Policy Change and Public Opinion: Measuring Shifting Political Sentiment With Social Media Data

Date01 September 2020
Published date01 September 2020
Subject MatterArticles
American Politics Research
2020, Vol. 48(5) 612 –621
© The Author(s) 2020
Article reuse guidelines:
DOI: 10.1177/1532673X20920263
Researchers are divided over how the Supreme Court
impacts American public opinion. One group of scholars
argues that the public moves with the Justices’ rulings, gar-
nering consensus through strength of argument and the
legitimacy of the courts (Lerner, 1967). Another camp
argues that the public becomes further polarized after ruling
on a divisive issue, with those inclined to agree with the
Justices becoming more adamant in their support and those
predisposed to disagreement becoming further entrenched
in their opposition (Franklin & Kosaki, 1989). While these
studies consider the ways in which public opinion changes
temporally in the wake of a Supreme Court decision, few
analyze the state-by-state reactions to federal rulings, criti-
cal if a decision aligns with one state’s existing legal frame-
work but overturns another’s. This article extends previous
research into Supreme Court rulings and public opinion by
incorporating a state-level analysis in studying the Obergefell
v. Hodges decision and the federal legalization of same-sex
marriage in the United States.
In June of 2015 in a 5-4 ruling, the Supreme Court held
that the right to marry was a “fundamental right” under the
Due Process Clause of the Fourteenth Amendment, instanta-
neously overturning same-sex marriage bans in 13 states.1
This decision represents the most recent in a long line of
monumental cases in which the Court made a ruling on a
divisive social issue. Exploiting this variation in state laws
regarding the legality of same-sex marriage, I use a differ-
ence-in-difference estimator to identify the causal impact of
a policy change on the expression of sentiment toward same-
sex marriage.2 I find this impact to be negative, indicating a
less positive response by those in the affected states, even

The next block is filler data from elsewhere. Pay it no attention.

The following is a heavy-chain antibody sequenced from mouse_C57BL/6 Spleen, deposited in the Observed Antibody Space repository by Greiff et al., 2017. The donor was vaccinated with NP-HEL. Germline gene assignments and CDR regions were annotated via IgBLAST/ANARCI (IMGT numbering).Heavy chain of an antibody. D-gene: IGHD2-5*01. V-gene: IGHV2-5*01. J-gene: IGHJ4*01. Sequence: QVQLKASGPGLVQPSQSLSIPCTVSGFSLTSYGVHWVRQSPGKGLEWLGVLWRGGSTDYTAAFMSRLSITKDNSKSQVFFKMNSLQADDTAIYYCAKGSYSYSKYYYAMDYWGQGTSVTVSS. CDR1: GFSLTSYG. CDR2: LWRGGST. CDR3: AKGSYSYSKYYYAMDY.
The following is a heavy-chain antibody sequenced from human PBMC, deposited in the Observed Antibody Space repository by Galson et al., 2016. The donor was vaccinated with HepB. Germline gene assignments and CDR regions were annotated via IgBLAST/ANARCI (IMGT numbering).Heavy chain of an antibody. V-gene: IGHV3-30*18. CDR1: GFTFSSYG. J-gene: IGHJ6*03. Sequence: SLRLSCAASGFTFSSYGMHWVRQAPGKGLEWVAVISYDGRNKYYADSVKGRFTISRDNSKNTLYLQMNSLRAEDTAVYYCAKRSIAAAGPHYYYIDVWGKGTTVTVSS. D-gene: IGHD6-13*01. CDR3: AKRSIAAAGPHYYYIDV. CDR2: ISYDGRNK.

when controlling for potentially relevant demographic vari-
ables and party identification.
While many studies use polling or survey data to measure
the shift in public opinion before and after landmark deci-
sions (e.g., Christenson & Glick, 2015; Franklin & Kosaki,
1989; Hanley et al., 2012; Johnson & Martin, 1998), this
article uniquely investigates these issues by using a subset of
Twitter messages regarding same-sex marriage and gay
rights issues. By implementing machine-learning methodol-
ogies to extract measures of sentiment from a large collec-
tion of tweets before and after the Supreme Court decision, I
analyze a finely grained data set that allows for new insights
into the short-term dynamics between Supreme Court
decisions and public opinion. Studying this relationship is
920263APRXXX10.1177/1532673X20920263American Politics ResearchAdams-Cohen
1California Institute of Technology, Pasadena, USA
Corresponding Author:
Nicholas Joseph Adams-Cohen, California Institute of Technology, 1200
East California Boulevard, Pasadena, CA 91125, USA.
Email: nadamsco@stanford.edu
Policy Change and Public Opinion:
Measuring Shifting Political Sentiment
With Social Media Data
Nicholas Joseph Adams-Cohen1
This article uses Twitter data and machine-learning methods to analyze the causal impact of the Supreme Court’s legalization
of same-sex marriage at the federal level in the United States on political sentiment and discourse toward gay rights. In
relying on social media text data, this project constructs a large data set of expressed political opinions in the short time
frame before and after the Obergefell v. Hodges decision. Due to the variation in state laws regarding the legality of same-
sex marriage prior to the Supreme Court’s decision, I use a difference-in-difference estimator to show that, in those states
where the Court’s ruling produced a policy change, there was relatively more negative movement in public opinion toward
same-sex marriage and gay rights issues as compared with other states. This confirms previous studies that show Supreme
Court decisions polarize public opinion in the short term, extends previous results by demonstrating opinion becomes
relatively more negative in states where policy is overturned, and demonstrates how to use social media data to engage in
causal analyses.
public opinion, political communication, text analysis, sentiment analysis, supreme court

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